Who is Ryan Garcia?
Junior lightweight Ryan “Kingry” Garcia is only 19 years old and just two years into his pro career, but has already made quite the impression.
The undefeated super featherweight knockout artist (15-0, 13 KOs) is one of the more promising prospects out there and wants to prove that he is more than a hype job. Garcia, the 2017 ESPN.com prospect of the year, combines serious one-punch knockout power with sound boxing skills.
The Southern California transplant has the swagger, boyish charm and punching prowess to be a potential crossover star someday, especially given his extensive use of social media. Golden Boy President Eric Gomez seems to agree.
Eric Gomez: Ryan Garcia can be a superstar
“The sky’s the limit with him because with all the talent in the world and being a hard worker he can be a superstar with that mass appeal he already has.”
In fact, the powerful promotional firm believes in the Victorville-based fighter so much that they signed him to a multi-year deal in November 2016 when Garcia was only 17. His promotional debut took place one month later on the undercard of Bernard Hopkins’ farewell fight against Joe Smith Jr. at the Forum in Inglewood, California.
Garcia started boxing at age 7 and trained extensively in his family garage, where he learned his craft.
He initially fought almost exclusively in his native Mexico and barely missed competing in the 2016 Summer Games in Rio because he was too young at the time.
Garcia went on to become a 15-time junior national champion, compiling an outstanding 215-15 amateur record. Garcia’s early boxing success has not come without a price though as he was forced to leave Adelanto High School to be homeschooled as his boxing career flourished.
He turned pro in Tijuana before making his U.S. debut against Puerto Rican Jonathan Cruz and had already compiled a record of 6-0 with five knockouts before Golden Boy signed him.
Thus far, Garcia has not disappointed in using his considerable amateur pedigree and skill set far beyond his years to make easy work of opponents under the Golden Boy banner.
Garcia finally got his first real test against seasoned veteran and former featherweight title challenger Jayson Velez this past May on ESPN in Carson, California.
The ultra-confident and sometimes cocky Garcia predicted a fourth round knockout but was instead extended past the eighth round for the first time in his career and had to settle for a decision win.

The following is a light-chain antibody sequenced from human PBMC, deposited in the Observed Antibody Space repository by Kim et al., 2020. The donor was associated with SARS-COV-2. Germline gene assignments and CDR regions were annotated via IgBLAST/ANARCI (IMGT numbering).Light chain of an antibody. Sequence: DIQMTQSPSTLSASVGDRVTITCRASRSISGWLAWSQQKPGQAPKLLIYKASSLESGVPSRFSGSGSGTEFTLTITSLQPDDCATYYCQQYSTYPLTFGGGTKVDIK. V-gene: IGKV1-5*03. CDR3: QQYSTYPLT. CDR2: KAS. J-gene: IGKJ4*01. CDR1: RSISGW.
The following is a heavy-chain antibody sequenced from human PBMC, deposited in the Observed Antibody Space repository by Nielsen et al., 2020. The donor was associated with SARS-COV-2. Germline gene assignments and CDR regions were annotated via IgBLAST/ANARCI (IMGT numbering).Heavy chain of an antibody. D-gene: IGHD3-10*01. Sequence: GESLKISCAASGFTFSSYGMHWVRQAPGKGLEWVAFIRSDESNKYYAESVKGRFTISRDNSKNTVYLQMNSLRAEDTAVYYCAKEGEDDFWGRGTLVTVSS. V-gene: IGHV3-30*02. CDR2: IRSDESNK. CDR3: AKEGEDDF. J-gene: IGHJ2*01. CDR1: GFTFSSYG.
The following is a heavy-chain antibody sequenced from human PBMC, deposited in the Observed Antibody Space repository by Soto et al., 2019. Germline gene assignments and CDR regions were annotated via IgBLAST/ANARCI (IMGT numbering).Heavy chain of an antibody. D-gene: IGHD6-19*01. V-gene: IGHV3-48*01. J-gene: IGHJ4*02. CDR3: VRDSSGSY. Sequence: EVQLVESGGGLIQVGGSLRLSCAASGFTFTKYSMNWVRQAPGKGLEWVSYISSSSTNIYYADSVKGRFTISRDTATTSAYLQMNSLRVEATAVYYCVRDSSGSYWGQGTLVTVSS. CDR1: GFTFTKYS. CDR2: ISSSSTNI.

Kingry still dominated the tough Velez by three scores of 99-91 for the unanimous decision victory in a fight that drew an impressive crowd of 6,625 at the StubHub Center.
Garcia showed great hand speed throughout the entertaining bout and wobbled Velez with clean shots to the head in the third and fifth rounds.
Velez (26-5-1, 18 KOs), 30, who was coming off a twelfth round destruction of former two-division titlist Juan Manuel Lopez, took Garcia’s best punches but had no answers for the talented young prospect’s offensive attacks.
Going the distance was no doubt invaluable as Garcia continues to add to his arsenal.
Garcia: I want to keep learning
“He helped me learn. I need to keep stepping it up, keep learning,” Garcia said. “I feel like I could’ve gotten him out of there if I had gone to the body more.”
Ever the showman, the ambitious Garcia has been calling out reigning WBA super featherweight world champion Gervonta Davis (20-0, 19 KOs), saying that Tank should fight him now and not wait until he gets more experience.
Garcia, who group up idolizing “Golden Boy” Oscar De La Hoya and Floyd “Money” Mayweather, Jr., has a flair for the dramatic.
However, conventional wisdom suggests that Golden Boy would do well to keep their young charge far away from the heavy-handed Davis as they gradually step up his level of competition.
The Velez win is encouraging and Garcia certainly has time on his side to develop (and grow his fan base) before a title shot opportunity presents itself.
As of this posting, there is no future opponent.